I have a small craft knife (almost like a scalpel, really) that's become rather blunt over the years. It's no longer safe to use because it's so blunt, so I need to sharpen it.

What are the safest ways to do this, considering its small size?

  • The blade itself is about 2.5cm / 1in long
  • The knife is made of stainless steel

3 Answers 3


If the knife is really that blunt, I recommend taking it to be professionally sharpened. Many craft stores offer this service either as part of their regular services or on a part-time basis (once or twice a month). Otherwise, you may have a knife sharpener in your city who would be able to do it. The cost is generally based on the length of the blade, so should not be very high for your knife.

Unless you have a good-quality mechanical sharpener at home and know how to use it well - or have learned how to use a whetstone and steel, it will be difficult for you to return the knife to the necessary level of sharpness for crafting.

Honers can only realign the blade slightly and are for daily knife maintenance, they can not actually sharpen a knife.


With a so small blade the best is to use a grinding stone. If it is very blunt you will have to start with a coarse grain and finish with a fine one. It will take a long time...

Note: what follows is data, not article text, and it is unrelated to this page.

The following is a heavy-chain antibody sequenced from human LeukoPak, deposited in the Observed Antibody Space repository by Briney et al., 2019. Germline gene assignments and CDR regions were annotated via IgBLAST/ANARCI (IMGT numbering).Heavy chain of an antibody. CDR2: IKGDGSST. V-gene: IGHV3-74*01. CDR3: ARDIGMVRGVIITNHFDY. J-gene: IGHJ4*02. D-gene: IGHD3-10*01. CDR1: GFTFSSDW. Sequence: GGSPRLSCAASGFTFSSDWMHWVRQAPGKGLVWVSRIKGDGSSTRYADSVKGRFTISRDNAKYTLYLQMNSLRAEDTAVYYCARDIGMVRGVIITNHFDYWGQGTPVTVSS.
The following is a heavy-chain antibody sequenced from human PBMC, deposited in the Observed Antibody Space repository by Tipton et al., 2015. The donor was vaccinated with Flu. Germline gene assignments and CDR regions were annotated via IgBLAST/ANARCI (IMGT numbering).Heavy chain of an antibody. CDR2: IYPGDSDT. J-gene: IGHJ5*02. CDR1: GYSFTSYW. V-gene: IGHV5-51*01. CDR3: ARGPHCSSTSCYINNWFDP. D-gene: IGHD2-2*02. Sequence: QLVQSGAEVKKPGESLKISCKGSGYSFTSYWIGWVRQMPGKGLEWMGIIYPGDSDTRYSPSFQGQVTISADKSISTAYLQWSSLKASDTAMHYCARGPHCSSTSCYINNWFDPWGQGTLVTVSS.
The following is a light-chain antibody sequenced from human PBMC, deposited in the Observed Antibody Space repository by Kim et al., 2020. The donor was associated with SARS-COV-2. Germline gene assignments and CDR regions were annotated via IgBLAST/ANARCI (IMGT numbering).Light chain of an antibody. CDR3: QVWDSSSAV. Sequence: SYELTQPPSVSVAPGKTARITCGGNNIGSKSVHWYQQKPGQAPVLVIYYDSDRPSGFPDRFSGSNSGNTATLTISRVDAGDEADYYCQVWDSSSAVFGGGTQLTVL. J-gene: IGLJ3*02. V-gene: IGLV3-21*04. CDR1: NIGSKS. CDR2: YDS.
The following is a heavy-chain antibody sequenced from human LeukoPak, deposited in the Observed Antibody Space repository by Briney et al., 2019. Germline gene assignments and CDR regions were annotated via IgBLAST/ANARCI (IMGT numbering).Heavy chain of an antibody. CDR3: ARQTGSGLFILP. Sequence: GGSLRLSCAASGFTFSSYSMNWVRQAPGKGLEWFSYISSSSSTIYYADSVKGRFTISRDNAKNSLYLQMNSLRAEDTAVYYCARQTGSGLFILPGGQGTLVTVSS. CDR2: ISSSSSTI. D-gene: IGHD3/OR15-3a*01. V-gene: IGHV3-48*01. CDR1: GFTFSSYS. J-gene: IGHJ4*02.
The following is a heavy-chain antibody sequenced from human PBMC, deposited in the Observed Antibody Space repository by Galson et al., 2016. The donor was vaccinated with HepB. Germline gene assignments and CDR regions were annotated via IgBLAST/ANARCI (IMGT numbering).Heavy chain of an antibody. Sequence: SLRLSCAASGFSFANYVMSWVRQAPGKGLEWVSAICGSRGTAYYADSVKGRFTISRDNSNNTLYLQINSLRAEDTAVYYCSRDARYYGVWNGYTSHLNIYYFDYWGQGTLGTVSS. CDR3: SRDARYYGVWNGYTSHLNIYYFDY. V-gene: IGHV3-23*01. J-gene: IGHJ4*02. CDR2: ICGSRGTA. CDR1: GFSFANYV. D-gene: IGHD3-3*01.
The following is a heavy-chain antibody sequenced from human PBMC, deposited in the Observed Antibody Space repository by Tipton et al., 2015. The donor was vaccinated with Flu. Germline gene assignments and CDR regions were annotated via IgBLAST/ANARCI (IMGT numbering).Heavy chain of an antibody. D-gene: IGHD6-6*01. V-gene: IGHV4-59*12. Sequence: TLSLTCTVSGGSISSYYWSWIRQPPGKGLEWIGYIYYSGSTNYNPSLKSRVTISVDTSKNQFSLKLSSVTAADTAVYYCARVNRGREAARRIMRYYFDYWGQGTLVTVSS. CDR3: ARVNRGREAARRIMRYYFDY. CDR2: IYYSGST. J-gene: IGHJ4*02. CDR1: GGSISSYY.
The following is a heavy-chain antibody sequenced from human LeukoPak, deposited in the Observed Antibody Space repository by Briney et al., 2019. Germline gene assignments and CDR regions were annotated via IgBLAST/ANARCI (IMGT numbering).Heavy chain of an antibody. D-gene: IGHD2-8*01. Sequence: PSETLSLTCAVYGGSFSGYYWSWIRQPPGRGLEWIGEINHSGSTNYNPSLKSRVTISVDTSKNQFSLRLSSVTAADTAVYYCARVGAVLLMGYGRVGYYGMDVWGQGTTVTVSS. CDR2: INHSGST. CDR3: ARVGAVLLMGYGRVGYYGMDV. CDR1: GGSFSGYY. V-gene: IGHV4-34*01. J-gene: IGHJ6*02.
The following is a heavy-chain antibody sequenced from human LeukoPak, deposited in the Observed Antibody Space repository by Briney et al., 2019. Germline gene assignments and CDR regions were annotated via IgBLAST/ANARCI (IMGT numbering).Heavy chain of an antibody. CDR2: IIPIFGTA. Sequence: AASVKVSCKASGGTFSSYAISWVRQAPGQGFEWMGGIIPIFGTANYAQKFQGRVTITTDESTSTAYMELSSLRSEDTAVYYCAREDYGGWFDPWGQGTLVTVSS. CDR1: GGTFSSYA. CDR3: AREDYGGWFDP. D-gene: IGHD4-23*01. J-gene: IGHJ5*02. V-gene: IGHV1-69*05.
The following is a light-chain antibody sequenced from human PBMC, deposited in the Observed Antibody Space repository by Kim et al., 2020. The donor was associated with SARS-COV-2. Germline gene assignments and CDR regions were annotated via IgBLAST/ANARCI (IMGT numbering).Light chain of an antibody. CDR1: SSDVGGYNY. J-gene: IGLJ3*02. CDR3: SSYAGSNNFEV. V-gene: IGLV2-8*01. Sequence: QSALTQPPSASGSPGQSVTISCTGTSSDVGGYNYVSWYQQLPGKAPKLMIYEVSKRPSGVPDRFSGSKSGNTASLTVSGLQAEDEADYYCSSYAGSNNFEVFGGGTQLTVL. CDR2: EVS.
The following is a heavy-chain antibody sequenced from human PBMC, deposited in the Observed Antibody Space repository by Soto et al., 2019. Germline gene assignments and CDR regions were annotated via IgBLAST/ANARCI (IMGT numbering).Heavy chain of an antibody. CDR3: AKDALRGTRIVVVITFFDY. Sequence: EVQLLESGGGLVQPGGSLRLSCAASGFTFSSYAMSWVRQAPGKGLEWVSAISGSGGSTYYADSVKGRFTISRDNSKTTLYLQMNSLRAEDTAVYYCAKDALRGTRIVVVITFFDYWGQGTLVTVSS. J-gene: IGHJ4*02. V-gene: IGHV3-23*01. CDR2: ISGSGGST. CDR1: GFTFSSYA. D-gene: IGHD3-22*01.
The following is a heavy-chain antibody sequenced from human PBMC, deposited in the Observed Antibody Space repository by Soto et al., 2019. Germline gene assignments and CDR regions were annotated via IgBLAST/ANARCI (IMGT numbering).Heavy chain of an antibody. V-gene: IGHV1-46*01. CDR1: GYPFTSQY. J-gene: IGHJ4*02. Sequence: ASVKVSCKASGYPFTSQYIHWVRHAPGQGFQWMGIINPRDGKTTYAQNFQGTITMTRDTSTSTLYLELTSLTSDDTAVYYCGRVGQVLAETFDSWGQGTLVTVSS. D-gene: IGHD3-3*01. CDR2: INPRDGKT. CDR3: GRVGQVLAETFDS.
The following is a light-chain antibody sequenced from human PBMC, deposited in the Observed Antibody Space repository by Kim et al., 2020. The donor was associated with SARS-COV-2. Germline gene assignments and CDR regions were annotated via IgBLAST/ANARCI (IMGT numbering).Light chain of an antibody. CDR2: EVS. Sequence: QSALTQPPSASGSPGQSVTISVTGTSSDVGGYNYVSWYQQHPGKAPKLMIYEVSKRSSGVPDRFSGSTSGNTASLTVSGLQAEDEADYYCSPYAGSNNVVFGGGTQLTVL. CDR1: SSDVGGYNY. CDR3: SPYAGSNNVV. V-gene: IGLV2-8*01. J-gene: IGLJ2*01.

Blades generally have a 15° angle on each side.

V shapeners are quicker but use it with care. Some cuts a lot of steel at once if you push too much. Also it maybe not the easiest to use with a tiny blade.


Note that craft knifes of this size are generally reckoned to be disposable, and new are really sharp, but don't hold their edge well. I prefer a proper scalpel (or second best an X-Acto type) where only the blade is replaced but I've had a few where a scalpel blade was permanently moulded into a plastic handle, and it does seem rather wasteful to go chucking them out.

This would be a good opportunity to practice with a stone, which is quite easy on a straight blade. There are a few options, but I'd choose a double-sided (coarse/fine) oilstone, just a cheap one to start with.

The hardest part is getting the tip really really sharp, which is an issue if you're using the tip to cut out stencils (just as an example) but completely unimportant for sharpening pencils (extreme example in the other direction).

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